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Lenin, Gaza and Ukraine

When Rosa Luxemburg dismissed the idea of Polish independence and laughed at the idea of an independent Ireland, Lenin replied in “The rights of nations to self-determination” (1914) and referenced Marx’s support for Irish republicanism.


Sean Sheehan


Lenin’s championing of anti-imperialism grew stronger and “Imperialism and the national question” is a valuable compilation of his writings on the subject and they are relevant to what is happening in Gaza and Ukraine.

The outbreak of World War I saw the collapse of the European Left as its parties rallied in support of imperialist nations fighting amongst themselves. In response, Lenin wrote his booklet “Imperialism: the highest stage of Capitalism” in Zurich and nine hundred pages of his “Collected works” are filled with the notes he made on imperialism over 1915-1916. This helps explain the amount of empirical data in the booklet and how it supports his understanding of imperialism  as a historical stage of capitalism (‘Highest’ in the title meant ‘contemporary’, not ‘ultimate’) with economic roots in the development of monopolies, finance capital and banks, the seizure of raw materials and a territorial division of the world.

Imperialism may seem an outdated concept in an age of globalization and techno-capitalism. Big tech companies do not own the internet complex but, by being in a position to charge rent to smaller enterprises for their business within parts of it, become feudal lords, capitalists of the cloud. But the US invasion of Iraq serves as a reminder that globalization continues to rely on imperialist military might and what is happening in Gaza is another aspect of this.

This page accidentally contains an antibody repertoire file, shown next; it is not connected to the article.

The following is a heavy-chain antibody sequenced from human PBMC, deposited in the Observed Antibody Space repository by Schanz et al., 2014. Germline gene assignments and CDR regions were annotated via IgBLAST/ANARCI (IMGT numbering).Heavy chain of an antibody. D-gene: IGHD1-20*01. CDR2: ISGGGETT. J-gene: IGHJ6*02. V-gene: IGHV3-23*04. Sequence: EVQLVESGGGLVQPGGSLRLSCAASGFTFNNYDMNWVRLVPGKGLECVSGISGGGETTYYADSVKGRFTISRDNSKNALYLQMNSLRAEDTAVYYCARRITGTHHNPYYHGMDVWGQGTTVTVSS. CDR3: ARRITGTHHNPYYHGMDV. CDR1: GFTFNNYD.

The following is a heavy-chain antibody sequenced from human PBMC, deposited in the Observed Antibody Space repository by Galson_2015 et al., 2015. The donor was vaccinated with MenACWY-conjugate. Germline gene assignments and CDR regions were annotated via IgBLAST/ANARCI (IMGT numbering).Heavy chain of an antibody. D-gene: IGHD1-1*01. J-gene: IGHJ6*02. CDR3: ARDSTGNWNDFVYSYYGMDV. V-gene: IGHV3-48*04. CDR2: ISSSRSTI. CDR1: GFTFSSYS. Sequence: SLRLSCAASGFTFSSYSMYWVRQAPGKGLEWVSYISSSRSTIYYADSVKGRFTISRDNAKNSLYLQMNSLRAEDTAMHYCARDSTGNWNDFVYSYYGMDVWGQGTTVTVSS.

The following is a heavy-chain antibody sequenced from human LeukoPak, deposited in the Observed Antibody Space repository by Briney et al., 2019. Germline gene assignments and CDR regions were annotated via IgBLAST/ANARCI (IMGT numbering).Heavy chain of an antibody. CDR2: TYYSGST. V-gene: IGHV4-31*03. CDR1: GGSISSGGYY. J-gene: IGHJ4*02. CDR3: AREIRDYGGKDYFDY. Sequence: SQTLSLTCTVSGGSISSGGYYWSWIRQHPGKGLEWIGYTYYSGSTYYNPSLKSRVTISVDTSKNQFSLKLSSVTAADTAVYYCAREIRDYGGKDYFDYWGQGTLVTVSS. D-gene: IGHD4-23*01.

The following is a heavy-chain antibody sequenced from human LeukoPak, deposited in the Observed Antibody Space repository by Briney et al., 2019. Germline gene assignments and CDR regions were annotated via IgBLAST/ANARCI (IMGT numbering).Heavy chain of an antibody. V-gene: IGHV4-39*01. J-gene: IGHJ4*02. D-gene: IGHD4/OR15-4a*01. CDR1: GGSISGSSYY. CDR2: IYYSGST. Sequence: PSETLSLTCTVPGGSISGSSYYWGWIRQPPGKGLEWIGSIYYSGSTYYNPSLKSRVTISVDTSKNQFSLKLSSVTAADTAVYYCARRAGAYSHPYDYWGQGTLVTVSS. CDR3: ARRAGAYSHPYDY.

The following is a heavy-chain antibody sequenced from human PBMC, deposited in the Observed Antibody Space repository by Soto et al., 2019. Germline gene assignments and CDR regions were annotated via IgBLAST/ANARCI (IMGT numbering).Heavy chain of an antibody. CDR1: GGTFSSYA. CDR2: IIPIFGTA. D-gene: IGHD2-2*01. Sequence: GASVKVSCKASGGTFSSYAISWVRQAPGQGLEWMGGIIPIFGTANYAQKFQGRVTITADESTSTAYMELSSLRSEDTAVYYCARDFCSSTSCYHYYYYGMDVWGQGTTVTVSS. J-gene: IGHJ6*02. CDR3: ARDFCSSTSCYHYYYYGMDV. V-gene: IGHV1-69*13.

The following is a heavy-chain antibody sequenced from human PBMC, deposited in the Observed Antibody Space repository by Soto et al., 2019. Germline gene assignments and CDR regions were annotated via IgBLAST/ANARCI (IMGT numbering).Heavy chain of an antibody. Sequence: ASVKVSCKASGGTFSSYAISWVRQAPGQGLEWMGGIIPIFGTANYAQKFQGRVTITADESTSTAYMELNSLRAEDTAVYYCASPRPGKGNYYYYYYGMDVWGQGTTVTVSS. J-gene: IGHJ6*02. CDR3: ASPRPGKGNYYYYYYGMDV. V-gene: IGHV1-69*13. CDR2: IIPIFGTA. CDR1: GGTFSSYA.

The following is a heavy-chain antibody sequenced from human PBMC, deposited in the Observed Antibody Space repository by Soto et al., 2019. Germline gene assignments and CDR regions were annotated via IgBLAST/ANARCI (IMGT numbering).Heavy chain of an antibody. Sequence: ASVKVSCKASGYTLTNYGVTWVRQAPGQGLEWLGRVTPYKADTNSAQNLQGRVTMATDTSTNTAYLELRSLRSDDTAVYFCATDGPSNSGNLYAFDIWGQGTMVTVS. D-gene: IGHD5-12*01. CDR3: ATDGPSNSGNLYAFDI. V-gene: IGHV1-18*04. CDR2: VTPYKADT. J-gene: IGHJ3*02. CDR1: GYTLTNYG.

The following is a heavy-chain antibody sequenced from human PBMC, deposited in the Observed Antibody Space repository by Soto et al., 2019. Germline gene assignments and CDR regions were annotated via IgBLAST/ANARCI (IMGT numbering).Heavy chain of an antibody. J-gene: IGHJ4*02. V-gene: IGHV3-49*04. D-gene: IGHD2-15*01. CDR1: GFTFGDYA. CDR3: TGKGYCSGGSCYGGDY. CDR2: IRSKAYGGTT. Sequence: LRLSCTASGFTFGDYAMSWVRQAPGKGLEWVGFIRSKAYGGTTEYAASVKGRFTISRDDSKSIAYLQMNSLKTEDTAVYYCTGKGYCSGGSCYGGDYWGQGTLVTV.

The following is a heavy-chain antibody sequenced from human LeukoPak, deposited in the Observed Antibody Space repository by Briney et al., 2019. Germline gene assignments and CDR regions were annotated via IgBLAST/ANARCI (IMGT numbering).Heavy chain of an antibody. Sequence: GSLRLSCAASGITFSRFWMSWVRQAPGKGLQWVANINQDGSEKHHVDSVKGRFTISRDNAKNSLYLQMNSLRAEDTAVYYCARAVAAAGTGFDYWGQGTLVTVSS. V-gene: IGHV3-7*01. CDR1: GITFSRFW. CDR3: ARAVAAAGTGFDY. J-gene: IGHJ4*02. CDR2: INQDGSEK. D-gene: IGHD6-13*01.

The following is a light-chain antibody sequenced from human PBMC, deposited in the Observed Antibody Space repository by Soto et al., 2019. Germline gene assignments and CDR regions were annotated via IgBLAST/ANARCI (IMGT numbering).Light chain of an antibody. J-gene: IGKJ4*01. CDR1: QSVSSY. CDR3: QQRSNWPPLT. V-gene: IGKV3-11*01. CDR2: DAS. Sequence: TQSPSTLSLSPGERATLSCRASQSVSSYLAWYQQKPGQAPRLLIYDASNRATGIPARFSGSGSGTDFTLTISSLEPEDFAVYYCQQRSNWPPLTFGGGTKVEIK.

Jared Kushner, who could resume his role as a senior foreign policy adviser under a second Trump presidency, publicly speaking of the profits to be made by redeveloping Gaza’s ‘waterfront property’, points to how the process of settler colonisation in the West Bank can be extended to other parts of Palestine.

Equally relevant to Lenin’s awareness of imperial territorial conquest, which drove competitive governments into WWI, is Naomi  Klein’s observation of how right-wing leaders, from Starmer and Sunak to Victor Orban and Narendra Modi, are united in defending imperialism’s right to rule. She singles out how Gustavo Petro in Colombia understood this very quickly when, back in October immediately after Israel launched its genocidal violence: ‘The barbarity of consumption”, he declared, “based on the death of others leads us to an unprecedented rise of fascism and therefore to the death of democracy and freedom’.

The final piece in “Imperialism and the national question” is a letter Lenin wrote in 1922 defending non-Russian minorities from ‘the Great-Russian chauvinist, in substance a rascal and a tyrant”.

He recognised an imperialist mindset in Stalin and, today, Lenin is accused by Putin of having created Ukraine by separating it from historically Russian land.  

“Imperialism and the national question”, introduced by Ruth Wilson Gilmore, is published by Verso.

(Photos: Pixabay)

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